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Game 4 Breakdown: The Raptors are turning into their old selves

After another tough win in Game 4, with better percentages almost across the board, the Raptors must have finally had their hot shooting night — right?

NBA: Playoffs-Toronto Raptors at Boston Celtics Kim Klement-USA TODAY Sports

This series is starting to get into a groove. After the heroics at the end of Game 3, Game 4 was much more under control for the Raptors, with Toronto taking control in the second half after a run by Boston mid-game.

The tables fully turned, the Raps never let it get back to a single possession once they had created that 5-10 point cushion.

A Little Lucky

The Celtics could really not buy a three in this one. It felt a lot like the first two games for the Raptors rolled into one — the Celtics shot 20 percent from three and that doesn’t happen often.

The good news is, that poor shooting night led to a win for the Raptors, even though their interior defense was not quite up to their usual standards. (Boston outscored the Raptors in the paint 44 to 26, and 20 to 15 from the free throw line). That’s not an area the Raptors’ defense tends to struggle, so hopefully moving forward any shooting regression from the Celtics back to their usual success rate comes along with less success inside. The Raptors have held their own or dominated the Celtics in the paint in the other three games (-2 in Game 3, +20 in Game 2, even in Game 1).

And it is worth noting that the Raptors have held the Celtics to a pretty narrow range of offensive efficiency in this series. The four games have ranged from 97 to 109 points allowed per 100 possessions. That’s not much of a swing for single game results. So, the Raptors’ defense has found a way, whether the Celtics have been shooting the lights out or not.

Broken Dam

I suggested after the hot shooting in the second half of Game 3 that perhaps the Raptors shooters would start hitting their shots, having seen a few go down.

Well. Just when they needed a good shooting night, they got... well, an average shooting night (for them). Don’t believe me? Let’s check the numbers once again.

The Raptors hit 17 of 44 three point attempts in Game 4. Let’s tack that on to our tracking.

Game 1: 10/40 (25%)
Game 2: 11/40 (27.5%)
Game 3: 13/40 (32.5%)
Game 4: 17/44 (38.6%)

The Raptors shot 37.4 percent from three in the regular season. If they hit one less three in Game 4, that would have been a below average (36.4%) shooting performance. So the Raptors may have gotten lucky with a cold shooting night from Boston, but they haven’t really gotten lucky with their own shooting yet. And while it felt like they were on fire in this one — relatively speaking — it was just an expected outcome, instead of way below their usual performance like the rest of the series. So, if you can believe this: there’s still room for improvement.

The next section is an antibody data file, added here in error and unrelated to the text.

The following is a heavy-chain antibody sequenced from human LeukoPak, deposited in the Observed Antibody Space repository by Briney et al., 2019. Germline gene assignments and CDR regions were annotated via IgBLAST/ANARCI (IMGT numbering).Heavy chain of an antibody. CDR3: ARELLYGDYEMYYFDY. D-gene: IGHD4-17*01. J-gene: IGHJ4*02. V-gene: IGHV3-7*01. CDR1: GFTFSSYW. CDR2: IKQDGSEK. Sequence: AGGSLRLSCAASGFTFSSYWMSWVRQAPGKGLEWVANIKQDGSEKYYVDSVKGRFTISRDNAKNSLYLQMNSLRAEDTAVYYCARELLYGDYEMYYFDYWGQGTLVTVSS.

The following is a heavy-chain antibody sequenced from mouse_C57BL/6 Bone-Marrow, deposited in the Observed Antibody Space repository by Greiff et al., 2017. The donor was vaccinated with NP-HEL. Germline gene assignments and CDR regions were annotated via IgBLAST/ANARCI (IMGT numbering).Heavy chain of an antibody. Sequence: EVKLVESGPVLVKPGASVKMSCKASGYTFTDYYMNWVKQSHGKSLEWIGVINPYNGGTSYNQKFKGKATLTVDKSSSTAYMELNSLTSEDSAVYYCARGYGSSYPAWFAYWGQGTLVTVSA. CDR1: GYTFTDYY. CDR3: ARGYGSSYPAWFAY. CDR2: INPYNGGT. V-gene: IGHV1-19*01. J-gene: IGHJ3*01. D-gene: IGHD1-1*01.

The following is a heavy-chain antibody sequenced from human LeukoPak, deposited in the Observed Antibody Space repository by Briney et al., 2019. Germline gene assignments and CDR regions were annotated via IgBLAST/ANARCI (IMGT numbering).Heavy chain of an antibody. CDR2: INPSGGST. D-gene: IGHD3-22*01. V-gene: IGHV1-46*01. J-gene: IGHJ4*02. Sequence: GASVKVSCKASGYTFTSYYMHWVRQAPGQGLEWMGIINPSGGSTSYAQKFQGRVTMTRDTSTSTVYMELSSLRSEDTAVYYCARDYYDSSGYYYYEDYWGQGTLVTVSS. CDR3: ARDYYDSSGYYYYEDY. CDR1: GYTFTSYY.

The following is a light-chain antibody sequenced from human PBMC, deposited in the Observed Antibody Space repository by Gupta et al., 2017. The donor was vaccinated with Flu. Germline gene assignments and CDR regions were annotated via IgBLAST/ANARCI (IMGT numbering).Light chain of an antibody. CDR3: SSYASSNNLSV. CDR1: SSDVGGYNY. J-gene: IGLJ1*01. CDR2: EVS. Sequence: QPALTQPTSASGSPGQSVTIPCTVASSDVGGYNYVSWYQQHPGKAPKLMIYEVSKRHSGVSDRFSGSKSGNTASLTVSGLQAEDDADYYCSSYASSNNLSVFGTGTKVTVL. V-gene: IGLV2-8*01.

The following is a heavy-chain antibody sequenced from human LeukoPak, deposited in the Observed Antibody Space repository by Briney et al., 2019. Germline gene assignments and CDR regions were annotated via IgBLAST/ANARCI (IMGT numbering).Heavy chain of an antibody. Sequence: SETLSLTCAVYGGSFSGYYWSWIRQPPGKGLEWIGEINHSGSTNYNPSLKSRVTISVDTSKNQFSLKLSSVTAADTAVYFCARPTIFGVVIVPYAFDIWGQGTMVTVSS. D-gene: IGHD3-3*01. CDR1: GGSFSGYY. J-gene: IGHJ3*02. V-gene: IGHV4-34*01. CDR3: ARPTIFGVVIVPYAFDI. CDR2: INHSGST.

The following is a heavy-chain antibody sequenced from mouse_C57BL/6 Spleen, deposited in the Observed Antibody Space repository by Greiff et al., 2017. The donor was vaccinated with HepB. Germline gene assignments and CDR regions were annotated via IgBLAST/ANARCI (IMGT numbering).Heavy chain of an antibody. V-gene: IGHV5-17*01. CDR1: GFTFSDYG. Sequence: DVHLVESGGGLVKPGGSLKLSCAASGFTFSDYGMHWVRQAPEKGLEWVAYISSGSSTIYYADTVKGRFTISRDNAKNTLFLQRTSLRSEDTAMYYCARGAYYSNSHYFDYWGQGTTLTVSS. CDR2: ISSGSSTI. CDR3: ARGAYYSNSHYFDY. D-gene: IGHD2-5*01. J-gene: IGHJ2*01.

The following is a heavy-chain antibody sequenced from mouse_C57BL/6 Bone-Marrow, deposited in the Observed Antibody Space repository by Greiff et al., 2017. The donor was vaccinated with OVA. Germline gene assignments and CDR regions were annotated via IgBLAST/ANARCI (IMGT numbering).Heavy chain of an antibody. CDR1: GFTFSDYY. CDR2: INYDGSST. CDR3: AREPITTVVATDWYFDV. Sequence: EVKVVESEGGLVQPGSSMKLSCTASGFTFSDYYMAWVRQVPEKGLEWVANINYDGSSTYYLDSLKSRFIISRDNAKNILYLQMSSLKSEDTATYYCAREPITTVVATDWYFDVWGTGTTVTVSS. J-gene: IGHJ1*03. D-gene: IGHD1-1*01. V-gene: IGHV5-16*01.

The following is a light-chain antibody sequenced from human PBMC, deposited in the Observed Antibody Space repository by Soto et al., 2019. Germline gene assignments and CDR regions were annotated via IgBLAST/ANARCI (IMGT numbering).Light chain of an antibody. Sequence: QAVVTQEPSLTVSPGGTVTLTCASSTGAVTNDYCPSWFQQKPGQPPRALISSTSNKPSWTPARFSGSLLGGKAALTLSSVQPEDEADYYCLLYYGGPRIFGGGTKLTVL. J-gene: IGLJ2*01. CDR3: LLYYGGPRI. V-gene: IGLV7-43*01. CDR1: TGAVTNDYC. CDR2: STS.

Getting Better Shots?

After the early series struggles, I tried to point out that the Raptors were getting decent looks from three, it was simply that they weren’t hitting them. So now there’s an obvious follow-up question: did they get better looks in Game 4? Or is this really just regression to their expected performance?

Three-Point Shot Type | Proportion of Total Shots | FG% on Shot Type

Games 1-3 Catch and shoot: 29.4% | 29.9%
Game 4 Catch and shoot: 37.2% | 46.9%
Games 1-3 Pull-up: 16.0% | 23.8%
Game 4 Pull-up: 14.0% | 16.7%

Three-Point Shot Type | Proportion of Total Shots | FG% on Shot Type

Games 1-3 Contested (<4 feet from defender): 8.0% | 14.3%
Game 4 Contested (<4 feet from defender): 8.0% | 28.6%
Games 1-3 Open (4-6 feet from defender): 17.2% | 37.8%
Game 4 Open (4-6 feet from defender): 26.7% | 34.8%
Games 1-3 Wide Open (>6 feet from defender): 20.6% | 25.9%
Game 4 Wide Open (>6 feet from defender): 16.3% | 50.0%

Sure looks like the shots are just falling now for the Raptors — again, at the expected rate. Would be nice if we saw an actual hot shooting night from Toronto at some point this series.

Dead Horse

I know this has been covered, but I just want to circle back for the benefit of anyone who is somehow still calling for a starting lineup change — or who called for one in the first place. As it concerns the Raptors’ starting centre minutes in Game 4:

Gasol was a +7 in 26 minutes.
Serge broke even in 22 minutes.

The starters as they exist had a +23 net rating (very much in line with their performance through Games 2 and 3, but setting aside the Game 1 let down). Ibaka in for Gasol played five minutes in this game and ended with a -40 net rating (that means losing those five minutes by four points).

Tiny samples, but for every game now the tiny samples seem to show the same thing. This is why the big samples we discussed before the playoffs were the thing to rely on in picking which lineup would give the Raptors the best chance.

Oh, and as an aside, another strange Matt Thomas sighting, another bench lineup that bled some points for a few minutes, leading to another game in which coach Nick Nurse went just seven players deep in the second half — with a huge minute loads for the starters.

How bad were the minutes loads? Kyle Lowry played the final 33 minutes of the game, Pascal Siakam played the final 30, while Fred VanVleet played the final 27. There are 24 minutes in a half of basketball, so those seem like slightly long stretches for those players.

Maybe try Terence Davis. Anyway...

Stick with the starters. Stick with the team. They’ll make their shots. They’ll win the series.

Raptors in 6.

All stats per